City Council commits to 30 years of funding DTLA streetcar
The L.A. City Council approved a plan this week that commits 30 years of funding operations of the proposed DTLA streetcar.
DOWNTOWN LOS ANGELES — The L.A. City Council approved a plan this week that commits funding to the proposed Downtown streetcar for the next 30 years.
This three-decade plan will cover operations and maintenance of the streetcar, which will be overseen by the Los Angeles Department of Transportation (LADOT). According to a statement from councilman José Huizar's office, the city's financial contribution could total up to $294 million of non-general funds.
Last year, property owners in the area surrounding the streetcar passed a property tax that would help fund half of the streetcar's $125 million budget. Their contributions will go toward to project's design, engineering and construction costs.
This commitment, along with the operational plan from the City Council, make the project about two-thirds of the way funded.
"It's sort of a three legged stool where each sector is only committed to give the dollars if we can secure the dollars from the other two sectors," said Shiraz Tangri, general counsel of L.A. Streetcar Inc.
The streetcar's funding is now dependent on federal contributions, which supporters are looking to secure through the government's Small Starts program and/or other public programs.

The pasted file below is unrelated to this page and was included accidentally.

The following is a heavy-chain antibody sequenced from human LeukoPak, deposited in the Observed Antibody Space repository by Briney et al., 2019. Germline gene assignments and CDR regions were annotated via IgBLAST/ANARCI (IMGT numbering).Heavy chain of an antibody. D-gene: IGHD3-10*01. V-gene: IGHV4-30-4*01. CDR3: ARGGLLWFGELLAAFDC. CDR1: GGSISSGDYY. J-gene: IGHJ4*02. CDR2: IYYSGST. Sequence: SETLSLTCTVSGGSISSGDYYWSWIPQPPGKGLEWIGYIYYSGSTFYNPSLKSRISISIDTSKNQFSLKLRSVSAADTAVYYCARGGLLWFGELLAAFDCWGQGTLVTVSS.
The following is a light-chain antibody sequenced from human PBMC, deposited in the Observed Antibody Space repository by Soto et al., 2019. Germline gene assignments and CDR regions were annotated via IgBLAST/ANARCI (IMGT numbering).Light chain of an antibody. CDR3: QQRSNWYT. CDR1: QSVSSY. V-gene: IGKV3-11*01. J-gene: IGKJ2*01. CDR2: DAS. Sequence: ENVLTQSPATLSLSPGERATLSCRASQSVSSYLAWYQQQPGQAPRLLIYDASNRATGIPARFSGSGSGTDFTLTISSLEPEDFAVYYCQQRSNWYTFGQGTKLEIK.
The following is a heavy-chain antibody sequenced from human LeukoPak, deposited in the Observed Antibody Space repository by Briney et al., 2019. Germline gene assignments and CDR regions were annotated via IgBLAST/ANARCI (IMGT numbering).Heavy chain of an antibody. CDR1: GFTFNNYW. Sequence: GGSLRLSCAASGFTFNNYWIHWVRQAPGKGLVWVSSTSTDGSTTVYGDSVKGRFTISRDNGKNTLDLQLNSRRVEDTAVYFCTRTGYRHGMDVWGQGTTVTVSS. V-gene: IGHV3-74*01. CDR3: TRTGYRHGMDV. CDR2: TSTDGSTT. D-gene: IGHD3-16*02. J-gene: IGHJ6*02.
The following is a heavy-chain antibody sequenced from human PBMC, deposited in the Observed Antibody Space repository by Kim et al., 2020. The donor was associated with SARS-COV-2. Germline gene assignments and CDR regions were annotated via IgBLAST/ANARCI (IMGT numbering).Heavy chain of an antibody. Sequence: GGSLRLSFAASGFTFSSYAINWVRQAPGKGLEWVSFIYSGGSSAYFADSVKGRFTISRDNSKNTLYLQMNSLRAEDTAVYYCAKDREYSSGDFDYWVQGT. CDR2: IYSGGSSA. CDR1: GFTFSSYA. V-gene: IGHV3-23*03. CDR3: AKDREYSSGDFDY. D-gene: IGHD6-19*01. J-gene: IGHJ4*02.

“The City Council has joined our private sector partners in making a long-term commitment to operate and maintain the streetcar," said Huizar, whose council district contains the streetcar. "I’m heading to Washington D.C. next week to advocate for federal funding for the streetcar, and this is the kind of commitment that will help us compete for federal dollars in order to complete our construction funding and launch the streetcar by 2016.”
The L.A. City Council approved this operational plan on Wednesday, a day after the city elections placed Eric Garcetti and Wendy Greuel in a runoff for mayor.
"We built the political support for the project -- it's led by Huizar, but the entire council support for the project -- over several years, and we wanted to ensure that the people who have shown their support and wanted to move the project forward got a chance to do that before they left office," said Tangri.
Huizar will remain in his council role for the next few years, and Tangri said that both Garcetti and Greuel are "very supportive" of the project and will help to keep it moving forward.
But until then, supporters of the streetcar are hoping the current mayor's Washington connections may help with the project's progress.
"Mayor Villaraigosa has very strong relationships in D.C. including with the Department of Transportation given all the things he's done for transit over the last several years...so we're trying to use the remaining time he has in office to help move our project forward as much as we can," said Tangri.
The proposed streetcar would be a modern incarnation of the historic DTLA fixture. Its plotted route is a four-mile loop that circles through highly trafficked (by some residents and many tourists) neighborhoods in Downtown, including L.A. Live and Broadway.
Tangri says that if they continue to stick to the proposed timeline, the streetcar should rolling through Downtown in the next three years.